Social Story about Non-preferred Foods to the Rescue!
Do you have a child who displays unwanted negative behaviors at mealtimes? Are you all too familiar with meltdowns and tantrums when your child is presented with ‘non-preferred’ foods? Let me help you with a social story! Social stories help people address challenges in life more positively. These challenges could be centered on travel anxiety, difficulty accepting change, or even—yes—a social story about non-preferred foods!
I have written a social story—with pictures—that you could adapt for a child who frequently displays negative behaviors at mealtimes when presented with non-preferred foods. This story is suitable for most neurotypical children up to about age 6, as well as children with neurological disorders or delays, such as Autism, and/or cognitive challenges.
I have included a .pdf file for those of you who like the story just the way it is. If, however, you would like to manipulate the content to suit a particular child, feel free to download the Word .docx file. I recommend printing in color, double-sided, and storing in a plastic sleeve for a three-ring binder. You could collect more social stories to add to the binder. You might even want to create your own social stories!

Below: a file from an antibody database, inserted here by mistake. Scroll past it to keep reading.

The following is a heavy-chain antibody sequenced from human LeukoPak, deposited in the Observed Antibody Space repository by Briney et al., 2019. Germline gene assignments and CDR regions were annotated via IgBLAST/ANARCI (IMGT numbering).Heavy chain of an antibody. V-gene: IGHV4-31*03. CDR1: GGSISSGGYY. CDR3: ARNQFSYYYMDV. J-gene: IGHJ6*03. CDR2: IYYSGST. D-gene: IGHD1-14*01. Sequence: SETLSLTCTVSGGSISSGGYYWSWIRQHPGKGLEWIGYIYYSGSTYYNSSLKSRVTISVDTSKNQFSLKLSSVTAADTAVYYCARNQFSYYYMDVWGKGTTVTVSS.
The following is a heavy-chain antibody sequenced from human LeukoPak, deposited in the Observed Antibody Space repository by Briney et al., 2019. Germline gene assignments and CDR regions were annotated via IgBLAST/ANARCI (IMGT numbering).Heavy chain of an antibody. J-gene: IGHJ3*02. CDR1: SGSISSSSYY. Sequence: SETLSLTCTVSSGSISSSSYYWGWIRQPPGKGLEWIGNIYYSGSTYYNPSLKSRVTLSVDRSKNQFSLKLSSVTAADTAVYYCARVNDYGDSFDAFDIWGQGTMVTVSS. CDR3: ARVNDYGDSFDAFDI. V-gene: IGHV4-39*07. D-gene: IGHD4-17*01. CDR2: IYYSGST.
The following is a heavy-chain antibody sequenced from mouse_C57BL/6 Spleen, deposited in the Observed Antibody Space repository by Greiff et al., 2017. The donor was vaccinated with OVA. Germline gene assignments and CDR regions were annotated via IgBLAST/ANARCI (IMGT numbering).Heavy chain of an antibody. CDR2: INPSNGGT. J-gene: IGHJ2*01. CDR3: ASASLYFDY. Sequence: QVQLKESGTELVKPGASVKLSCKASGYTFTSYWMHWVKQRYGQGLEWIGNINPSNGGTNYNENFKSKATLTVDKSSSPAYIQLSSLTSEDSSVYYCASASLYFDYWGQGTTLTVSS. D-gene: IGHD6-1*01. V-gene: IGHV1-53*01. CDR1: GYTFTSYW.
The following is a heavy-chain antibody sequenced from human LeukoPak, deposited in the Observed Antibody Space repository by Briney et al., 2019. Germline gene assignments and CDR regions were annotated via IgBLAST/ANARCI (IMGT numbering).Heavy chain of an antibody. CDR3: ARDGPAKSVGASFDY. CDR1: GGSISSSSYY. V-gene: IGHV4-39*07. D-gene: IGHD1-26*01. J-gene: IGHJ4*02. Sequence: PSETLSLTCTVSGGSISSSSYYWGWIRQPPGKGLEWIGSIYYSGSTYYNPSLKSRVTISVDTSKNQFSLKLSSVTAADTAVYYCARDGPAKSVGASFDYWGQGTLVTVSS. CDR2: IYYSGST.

Children learn through repetition; therefore, it is best to read the social story to the child several times a day for the first week or so, especially before the challenging event. Feel free to taper it down to less frequent readings as behavior improves. Of course, if the behavior starts to resurface, increase frequency.
Engage the Child
I also find that reading in an engaging manner helps the child attend to the story better which, of course, can facilitate comprehension and, ideally, faster internalization. This is a social story about non-preferred foods. Consequently, you want to help the child accept non-preferred foods. Above and beyond acceptance, however, they may even learn to like them! You can facilitate this process. Make yum yum sounds when pointing at and naming the food pictures. Make comments such as, “Mmm, I love pizza!” Smack your lips if you like. Pretend you’re the child. How do you think he would read this to himself? How would he talk about these foods?
If you give the story life—in a manner you know that particular child would enjoy and relate to—you will have a much better chance of reaching him. If a child feels connected to the story—looks forward to the story every time it is read to him—the story will wend its way into his heart and mind, facilitating change.
Of course, reading in an engaging manner for any type of story you read to a child is going to create a more enjoyable experience, not only for the child, but also for you. It just makes it more fun!
Have fun with this, and make the world a better place for some child you love!